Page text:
In the spring of 1992, Dorothy Brister, a bail bondsman and confidential informant for the Jackson, Mississippi police department as well as the U.S. Drug Enforcement Administration, was scheduled to testify against a suspected drug dealer.
On May 26, a man posing as a police officer knocked on her door and when Brister’s 12-year-old daughter Fredrika opened, he flashed a silver badge and came inside. There, he told Brister he was taking her into protective custody.
Brister was suspicious, but the man persuaded her to get into her rental car parked outside. There, however, she attempted to flee and was shot once in the neck. Brister’s live-in boyfriend, Arthur Gray, saw the shooting and attempted to catch the fleeing gunman, but was unsuccessful.
Three years later, in 1995, Brister, whose left side was left partially paralyzed by the shooting, was at the Hinds County Detention Center posting a bond when she heard some men talking and recognized a voice as that of her attacker. When she looked up, she saw Anderson, 32, the assistant manager of a fast-food restaurant, and believed he was her assailant.
Brister and her daughter identified Anderson in a photo lineup. Gray was not asked to view Anderson.
Anderson was arrested and charged with aggravated assault, impersonating a police officer and burglary of an occupied building with intent to kidnap.
Anderson’s first trial ended in a hung jury in February, 1997 and a mistrial was declared. He was retried in April, 1997 and convicted, based on the testimony of Brister and her daughter. Anderson was sentenced as a habitual offender to 15 years in prison on the burglary charge. The other two counts were dismissed post-trial because the statute of limitations had elapsed.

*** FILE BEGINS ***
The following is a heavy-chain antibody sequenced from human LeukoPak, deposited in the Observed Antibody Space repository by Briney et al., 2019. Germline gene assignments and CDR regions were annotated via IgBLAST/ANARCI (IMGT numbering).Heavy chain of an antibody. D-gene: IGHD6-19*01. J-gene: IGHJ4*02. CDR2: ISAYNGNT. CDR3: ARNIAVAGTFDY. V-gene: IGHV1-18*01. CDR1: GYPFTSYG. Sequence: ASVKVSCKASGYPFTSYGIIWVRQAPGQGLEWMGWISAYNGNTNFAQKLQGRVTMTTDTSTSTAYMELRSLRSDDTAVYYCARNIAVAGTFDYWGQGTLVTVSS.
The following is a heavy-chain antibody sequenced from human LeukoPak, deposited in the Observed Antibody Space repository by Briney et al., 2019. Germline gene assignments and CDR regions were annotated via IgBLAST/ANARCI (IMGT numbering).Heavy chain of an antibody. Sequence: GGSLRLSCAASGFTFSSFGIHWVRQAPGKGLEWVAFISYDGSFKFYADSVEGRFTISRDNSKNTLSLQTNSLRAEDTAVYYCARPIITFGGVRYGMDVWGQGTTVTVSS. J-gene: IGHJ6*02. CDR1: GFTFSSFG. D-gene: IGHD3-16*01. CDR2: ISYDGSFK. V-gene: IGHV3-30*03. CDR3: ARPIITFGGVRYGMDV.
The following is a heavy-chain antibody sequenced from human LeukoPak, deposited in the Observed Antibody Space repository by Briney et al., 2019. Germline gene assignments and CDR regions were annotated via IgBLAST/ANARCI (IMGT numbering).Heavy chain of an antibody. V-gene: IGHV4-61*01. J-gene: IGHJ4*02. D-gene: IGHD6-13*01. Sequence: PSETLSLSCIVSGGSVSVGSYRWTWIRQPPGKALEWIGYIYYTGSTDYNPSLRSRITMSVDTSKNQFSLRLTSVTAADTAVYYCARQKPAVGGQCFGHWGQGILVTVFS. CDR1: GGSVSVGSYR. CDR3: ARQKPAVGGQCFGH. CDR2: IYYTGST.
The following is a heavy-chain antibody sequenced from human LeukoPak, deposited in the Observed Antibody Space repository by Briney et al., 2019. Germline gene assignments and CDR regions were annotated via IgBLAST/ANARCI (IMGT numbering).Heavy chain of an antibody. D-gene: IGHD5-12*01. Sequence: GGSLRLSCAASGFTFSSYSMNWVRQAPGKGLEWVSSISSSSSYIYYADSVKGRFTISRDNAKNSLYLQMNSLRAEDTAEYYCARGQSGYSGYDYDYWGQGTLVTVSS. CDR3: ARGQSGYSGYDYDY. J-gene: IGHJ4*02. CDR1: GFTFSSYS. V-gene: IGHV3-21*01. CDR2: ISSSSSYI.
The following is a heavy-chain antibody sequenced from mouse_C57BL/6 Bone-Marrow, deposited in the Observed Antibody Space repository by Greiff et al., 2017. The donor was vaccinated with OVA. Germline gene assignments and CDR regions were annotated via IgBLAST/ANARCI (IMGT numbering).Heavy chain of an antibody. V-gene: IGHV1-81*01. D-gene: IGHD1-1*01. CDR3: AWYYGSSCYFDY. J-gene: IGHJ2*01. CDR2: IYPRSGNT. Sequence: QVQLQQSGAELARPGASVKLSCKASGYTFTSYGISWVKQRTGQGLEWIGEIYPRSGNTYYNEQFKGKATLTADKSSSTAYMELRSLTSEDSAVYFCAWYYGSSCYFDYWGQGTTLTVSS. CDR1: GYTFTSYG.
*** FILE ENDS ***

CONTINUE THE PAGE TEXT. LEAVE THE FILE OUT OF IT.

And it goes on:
In September, 1999, the Mississippi Court of Appeals affirmed Anderson’s conviction and he did not seek review in the Mississippi Supreme Court. Anderson, who had remained free on bond pending appeal, then surrendered to begin serving his sentence.
In May, 2001, Anderson filed a petition for writ of habeas corpus in U.S. District Court for the Southern District of Mississippi, alleging that he had met Brister’s boyfriend, Arthur Gray, in prison and that Gray told him that he saw the shooter, that it was not Anderson, and that he would have so testified if called at Anderson’s trial.
U.S. District Judge William H. Barbour granted the petition on October 21, 2002, and vacated Anderson’s conviction. Barbour ruled that Anderson had been denied effective assistance of counsel at trial because his lawyer failed to pursue Gray as a witness and on appeal because his lawyer failed to raise a claim of ineffective assistance at trial for not pursing Gray.
The Fifth Circuit U.S. Court of Appeals upheld the decision on July 8, 2003.
In 2004, Anderson posted bond and was released pending a retrial. In January, 2007, the charges were dismissed.
– Maurice Possley